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Friday, June 16
Calif. backstretch sweep finds labor violations




INGLEWOOD, Calif.--A backstretch investigation conducted on Wednesday by state and federal authorities uncovered violations by trainers who were illegally paying employees in cash and failing to pay overtime, according to a labor commission spokesman. Dean Fryer of the California Labor Commission said Wednesday that the investigation was conducted simultaneously at Golden Gate Fields, Hollywood Park, Los Alamitos, and Santa Anita, and was scheduled to continue early on Thursday. Fryer did not identify the trainers, and said the investigation would continue.

Wednesday's interviews are part of a wider probe that labor officials are conducting into the treatment and pay of backstretch workers.

Fryer said offending trainers may face citations, civil fines, and/or notices for violations and would be required to compensate employees for past overtime hours worked.

"With the cash payments, typically, payment is not accompanied by an itemized statement listing withholdings, which is required," Fryer said. "The chances are pretty strong that they're not paying payroll taxes."

The investigation was conducted in conjunction with the California Horse Racing Board, which had representatives accompanying the other officials; the California Employment Development Department, which investigated the reporting of payroll taxes; United States Department of Labor, which was looking into overtime violations; and the California Division of Labor Standard Enforcement, which conducted interviews and investigated workers' compensation coverage, Fryer said.

Fryer said that after interviews were conducted with backstretch employees, testimony was checked against trainers' payroll records. He said there were seven investigative teams consisting of five people working throughout the state.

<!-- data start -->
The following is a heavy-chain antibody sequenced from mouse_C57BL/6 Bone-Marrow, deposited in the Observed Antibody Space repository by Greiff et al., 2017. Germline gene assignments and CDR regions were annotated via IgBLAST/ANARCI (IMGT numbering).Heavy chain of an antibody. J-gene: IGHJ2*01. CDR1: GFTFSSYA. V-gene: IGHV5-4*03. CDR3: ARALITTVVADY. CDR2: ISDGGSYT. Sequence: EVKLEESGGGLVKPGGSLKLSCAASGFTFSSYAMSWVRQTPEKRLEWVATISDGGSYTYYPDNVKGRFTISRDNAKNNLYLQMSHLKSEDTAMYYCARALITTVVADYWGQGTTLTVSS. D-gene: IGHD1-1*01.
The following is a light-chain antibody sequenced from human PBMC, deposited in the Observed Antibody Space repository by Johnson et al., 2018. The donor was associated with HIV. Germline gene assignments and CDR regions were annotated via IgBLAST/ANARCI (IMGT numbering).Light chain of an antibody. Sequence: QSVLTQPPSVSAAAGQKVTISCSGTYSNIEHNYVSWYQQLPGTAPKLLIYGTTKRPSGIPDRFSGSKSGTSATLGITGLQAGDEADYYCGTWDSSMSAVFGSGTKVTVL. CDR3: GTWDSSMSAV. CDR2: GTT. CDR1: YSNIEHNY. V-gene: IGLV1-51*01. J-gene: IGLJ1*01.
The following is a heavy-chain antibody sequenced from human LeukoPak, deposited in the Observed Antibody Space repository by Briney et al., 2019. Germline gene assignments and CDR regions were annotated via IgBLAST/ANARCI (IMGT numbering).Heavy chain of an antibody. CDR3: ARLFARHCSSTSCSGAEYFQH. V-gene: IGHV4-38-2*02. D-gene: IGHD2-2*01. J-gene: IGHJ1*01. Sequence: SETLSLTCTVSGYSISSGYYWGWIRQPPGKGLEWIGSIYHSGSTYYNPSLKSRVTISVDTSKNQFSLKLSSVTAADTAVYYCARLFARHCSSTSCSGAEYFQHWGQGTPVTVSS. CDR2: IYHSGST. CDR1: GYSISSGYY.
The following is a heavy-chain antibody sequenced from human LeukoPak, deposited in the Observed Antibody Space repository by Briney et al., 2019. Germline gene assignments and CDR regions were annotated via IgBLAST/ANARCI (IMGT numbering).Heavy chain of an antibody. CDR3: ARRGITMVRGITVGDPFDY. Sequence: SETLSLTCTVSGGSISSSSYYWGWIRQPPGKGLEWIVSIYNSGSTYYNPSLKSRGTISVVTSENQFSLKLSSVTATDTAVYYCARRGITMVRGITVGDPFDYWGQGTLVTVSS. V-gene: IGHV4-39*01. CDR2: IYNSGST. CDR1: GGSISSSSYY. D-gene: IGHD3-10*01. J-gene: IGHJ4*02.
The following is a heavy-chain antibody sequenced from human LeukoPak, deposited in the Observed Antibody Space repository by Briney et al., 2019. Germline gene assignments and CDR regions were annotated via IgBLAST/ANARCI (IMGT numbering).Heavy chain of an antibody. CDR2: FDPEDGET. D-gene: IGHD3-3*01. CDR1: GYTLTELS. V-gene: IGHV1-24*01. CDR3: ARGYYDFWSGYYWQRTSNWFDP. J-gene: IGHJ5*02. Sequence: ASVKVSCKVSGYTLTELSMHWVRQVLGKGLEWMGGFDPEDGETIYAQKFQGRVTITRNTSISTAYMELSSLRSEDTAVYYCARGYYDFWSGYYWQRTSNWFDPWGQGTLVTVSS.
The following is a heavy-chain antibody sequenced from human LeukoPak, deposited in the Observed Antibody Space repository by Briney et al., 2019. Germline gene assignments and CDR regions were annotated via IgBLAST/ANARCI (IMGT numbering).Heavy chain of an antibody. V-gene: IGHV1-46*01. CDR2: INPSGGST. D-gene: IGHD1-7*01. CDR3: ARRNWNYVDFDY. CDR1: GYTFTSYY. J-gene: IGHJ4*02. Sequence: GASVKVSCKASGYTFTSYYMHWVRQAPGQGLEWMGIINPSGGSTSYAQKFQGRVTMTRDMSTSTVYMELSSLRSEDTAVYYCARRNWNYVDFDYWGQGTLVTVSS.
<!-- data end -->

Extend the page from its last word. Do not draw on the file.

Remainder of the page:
He said sanctions could be issued "as quick as a few days."

Accompanied by Spanish-speaking translator, trainers said officials visited several barns, asked employees about their jobs, wages, the number of hours worked, and overtime pay.

Last month, state and federal labor officials met with trainers on the Hollywood Park backstretch, discussing a variety of issues, including the responsibilities of trainers and bookkeepers to pay minimum wages ($5.75 in California), keeping records on the number of hours worked, and paying employees overtime.

At that meeting, state labor commissioner Art Lujan told trainers that his office was "not on a witch hunt. We are just trying to provide an update on rules that pertain to you."

State legislators conducted a four-hour meeting on the working and living conditions of backstretch workers in Sacramento on May 11 that was attended by racing officials.

Recently, the language of a proposed Assembly Bill (AB 1405) that would allow betting in California over telephone lines and over the Internet was changed to dedicate a portion of the proceeds for the health and welfare of backstretch workers.

The bill, scheduled to be heard by the Governmental Organization committee on Tuesday, does not specifically define how the money would be spent, according to Craig Fravel, the executive vice president of Del Mar. Fravel said the bill's language is likely to change in coming weeks as further meetings are held.

Fravel said it was likely that racetracks would dedicate funds for improvements of facilities used by backstretch workers, while horsemen would provide additional funds for health and welfare programs and a possible expansion of retirement funds.

"The money doesn't come out of thin air," Fravel said.

Tuesday's hearing is also expected to include a discussion of a bill that would require that 30 percent of revenues that racetracks earn from charity days go to benefit backstretch workers.

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